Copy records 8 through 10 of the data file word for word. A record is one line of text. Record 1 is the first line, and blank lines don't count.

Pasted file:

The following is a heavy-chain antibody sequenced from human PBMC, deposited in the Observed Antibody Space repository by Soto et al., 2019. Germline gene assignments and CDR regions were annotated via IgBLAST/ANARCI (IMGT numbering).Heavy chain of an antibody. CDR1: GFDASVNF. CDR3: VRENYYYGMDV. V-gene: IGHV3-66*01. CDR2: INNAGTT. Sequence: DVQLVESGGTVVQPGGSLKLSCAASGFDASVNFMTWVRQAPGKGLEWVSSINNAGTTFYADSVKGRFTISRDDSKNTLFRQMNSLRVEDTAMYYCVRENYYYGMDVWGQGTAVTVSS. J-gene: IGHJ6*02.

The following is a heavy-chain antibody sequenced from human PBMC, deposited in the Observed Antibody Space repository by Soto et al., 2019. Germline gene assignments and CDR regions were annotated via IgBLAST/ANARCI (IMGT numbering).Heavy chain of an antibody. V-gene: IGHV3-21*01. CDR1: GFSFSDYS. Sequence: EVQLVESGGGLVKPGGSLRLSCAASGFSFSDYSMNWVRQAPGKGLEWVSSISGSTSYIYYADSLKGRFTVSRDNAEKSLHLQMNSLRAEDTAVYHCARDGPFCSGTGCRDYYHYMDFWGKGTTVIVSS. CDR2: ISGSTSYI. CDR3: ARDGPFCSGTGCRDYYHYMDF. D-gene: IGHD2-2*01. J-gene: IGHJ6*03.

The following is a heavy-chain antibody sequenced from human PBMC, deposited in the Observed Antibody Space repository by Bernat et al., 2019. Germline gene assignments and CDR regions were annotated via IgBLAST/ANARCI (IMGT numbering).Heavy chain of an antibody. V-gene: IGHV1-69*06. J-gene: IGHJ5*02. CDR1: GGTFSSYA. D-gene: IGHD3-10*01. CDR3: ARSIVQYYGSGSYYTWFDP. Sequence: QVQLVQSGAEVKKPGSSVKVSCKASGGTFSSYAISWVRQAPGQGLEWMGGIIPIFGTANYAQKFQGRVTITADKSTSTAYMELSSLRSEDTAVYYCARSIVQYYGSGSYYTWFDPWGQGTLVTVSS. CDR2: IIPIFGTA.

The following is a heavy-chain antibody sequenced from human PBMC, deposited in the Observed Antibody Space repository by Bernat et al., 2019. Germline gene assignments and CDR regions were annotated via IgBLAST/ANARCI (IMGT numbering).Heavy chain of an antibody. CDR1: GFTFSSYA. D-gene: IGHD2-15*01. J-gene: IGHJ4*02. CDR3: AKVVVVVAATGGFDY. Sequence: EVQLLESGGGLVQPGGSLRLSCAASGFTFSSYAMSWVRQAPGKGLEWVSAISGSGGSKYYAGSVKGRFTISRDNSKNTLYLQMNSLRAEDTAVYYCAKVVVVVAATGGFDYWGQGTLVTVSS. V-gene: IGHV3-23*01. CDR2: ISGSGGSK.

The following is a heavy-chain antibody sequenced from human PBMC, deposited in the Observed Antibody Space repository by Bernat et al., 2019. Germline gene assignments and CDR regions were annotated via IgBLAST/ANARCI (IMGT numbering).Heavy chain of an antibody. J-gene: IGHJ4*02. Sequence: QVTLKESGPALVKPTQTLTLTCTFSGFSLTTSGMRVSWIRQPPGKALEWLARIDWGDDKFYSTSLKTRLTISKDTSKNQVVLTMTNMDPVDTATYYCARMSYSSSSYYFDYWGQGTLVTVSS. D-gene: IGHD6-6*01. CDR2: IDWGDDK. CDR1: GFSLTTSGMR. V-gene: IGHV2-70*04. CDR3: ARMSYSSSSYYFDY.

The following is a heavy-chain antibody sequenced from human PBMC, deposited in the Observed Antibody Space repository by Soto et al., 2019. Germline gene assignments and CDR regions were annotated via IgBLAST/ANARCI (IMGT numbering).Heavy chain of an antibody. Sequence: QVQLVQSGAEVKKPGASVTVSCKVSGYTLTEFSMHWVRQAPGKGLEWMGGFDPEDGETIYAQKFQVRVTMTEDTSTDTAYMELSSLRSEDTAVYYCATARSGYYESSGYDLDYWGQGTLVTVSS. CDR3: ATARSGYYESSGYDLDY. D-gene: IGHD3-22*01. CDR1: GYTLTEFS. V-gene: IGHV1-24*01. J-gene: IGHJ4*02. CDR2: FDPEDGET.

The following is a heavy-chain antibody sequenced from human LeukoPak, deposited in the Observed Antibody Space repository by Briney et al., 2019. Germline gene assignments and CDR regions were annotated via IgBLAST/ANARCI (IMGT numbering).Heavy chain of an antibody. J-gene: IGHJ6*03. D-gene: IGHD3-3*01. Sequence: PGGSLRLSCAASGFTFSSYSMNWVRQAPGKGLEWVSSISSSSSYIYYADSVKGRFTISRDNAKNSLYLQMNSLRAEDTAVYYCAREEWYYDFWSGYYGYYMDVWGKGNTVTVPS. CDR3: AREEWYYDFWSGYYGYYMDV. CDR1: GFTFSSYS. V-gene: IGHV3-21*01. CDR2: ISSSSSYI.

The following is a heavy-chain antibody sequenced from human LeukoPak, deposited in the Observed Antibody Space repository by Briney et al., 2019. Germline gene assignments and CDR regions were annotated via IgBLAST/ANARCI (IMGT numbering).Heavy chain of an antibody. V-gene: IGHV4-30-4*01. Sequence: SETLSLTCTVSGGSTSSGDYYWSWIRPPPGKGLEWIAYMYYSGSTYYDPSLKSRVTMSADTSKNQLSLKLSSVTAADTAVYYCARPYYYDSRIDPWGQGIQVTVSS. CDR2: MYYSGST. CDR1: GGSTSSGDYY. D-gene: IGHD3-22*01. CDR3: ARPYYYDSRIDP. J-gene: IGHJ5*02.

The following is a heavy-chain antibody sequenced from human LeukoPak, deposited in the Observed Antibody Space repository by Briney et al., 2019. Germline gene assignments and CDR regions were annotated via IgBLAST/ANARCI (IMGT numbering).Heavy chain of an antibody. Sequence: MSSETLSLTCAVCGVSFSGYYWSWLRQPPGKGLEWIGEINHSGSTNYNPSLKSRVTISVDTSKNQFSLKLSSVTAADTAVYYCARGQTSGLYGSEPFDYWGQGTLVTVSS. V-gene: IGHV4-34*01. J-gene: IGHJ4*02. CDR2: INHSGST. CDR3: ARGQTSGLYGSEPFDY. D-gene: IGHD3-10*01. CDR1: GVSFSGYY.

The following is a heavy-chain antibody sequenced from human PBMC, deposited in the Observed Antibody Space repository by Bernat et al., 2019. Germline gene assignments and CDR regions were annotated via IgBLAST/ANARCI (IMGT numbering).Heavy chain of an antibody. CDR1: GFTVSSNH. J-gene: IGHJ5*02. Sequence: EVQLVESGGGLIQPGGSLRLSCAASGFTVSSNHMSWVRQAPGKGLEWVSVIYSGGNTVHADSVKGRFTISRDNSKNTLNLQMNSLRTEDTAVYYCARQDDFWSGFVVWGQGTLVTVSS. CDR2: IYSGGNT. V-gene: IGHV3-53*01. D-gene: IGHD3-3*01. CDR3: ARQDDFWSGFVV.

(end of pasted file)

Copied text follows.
The following is a heavy-chain antibody sequenced from human LeukoPak, deposited in the Observed Antibody Space repository by Briney et al., 2019. Germline gene assignments and CDR regions were annotated via IgBLAST/ANARCI (IMGT numbering).Heavy chain of an antibody. V-gene: IGHV4-30-4*01. Sequence: SETLSLTCTVSGGSTSSGDYYWSWIRPPPGKGLEWIAYMYYSGSTYYDPSLKSRVTMSADTSKNQLSLKLSSVTAADTAVYYCARPYYYDSRIDPWGQGIQVTVSS. CDR2: MYYSGST. CDR1: GGSTSSGDYY. D-gene: IGHD3-22*01. CDR3: ARPYYYDSRIDP. J-gene: IGHJ5*02.

The following is a heavy-chain antibody sequenced from human LeukoPak, deposited in the Observed Antibody Space repository by Briney et al., 2019. Germline gene assignments and CDR regions were annotated via IgBLAST/ANARCI (IMGT numbering).Heavy chain of an antibody. Sequence: MSSETLSLTCAVCGVSFSGYYWSWLRQPPGKGLEWIGEINHSGSTNYNPSLKSRVTISVDTSKNQFSLKLSSVTAADTAVYYCARGQTSGLYGSEPFDYWGQGTLVTVSS. V-gene: IGHV4-34*01. J-gene: IGHJ4*02. CDR2: INHSGST. CDR3: ARGQTSGLYGSEPFDY. D-gene: IGHD3-10*01. CDR1: GVSFSGYY.

The following is a heavy-chain antibody sequenced from human PBMC, deposited in the Observed Antibody Space repository by Bernat et al., 2019. Germline gene assignments and CDR regions were annotated via IgBLAST/ANARCI (IMGT numbering).Heavy chain of an antibody. CDR1: GFTVSSNH. J-gene: IGHJ5*02. Sequence: EVQLVESGGGLIQPGGSLRLSCAASGFTVSSNHMSWVRQAPGKGLEWVSVIYSGGNTVHADSVKGRFTISRDNSKNTLNLQMNSLRTEDTAVYYCARQDDFWSGFVVWGQGTLVTVSS. CDR2: IYSGGNT. V-gene: IGHV3-53*01. D-gene: IGHD3-3*01. CDR3: ARQDDFWSGFVV.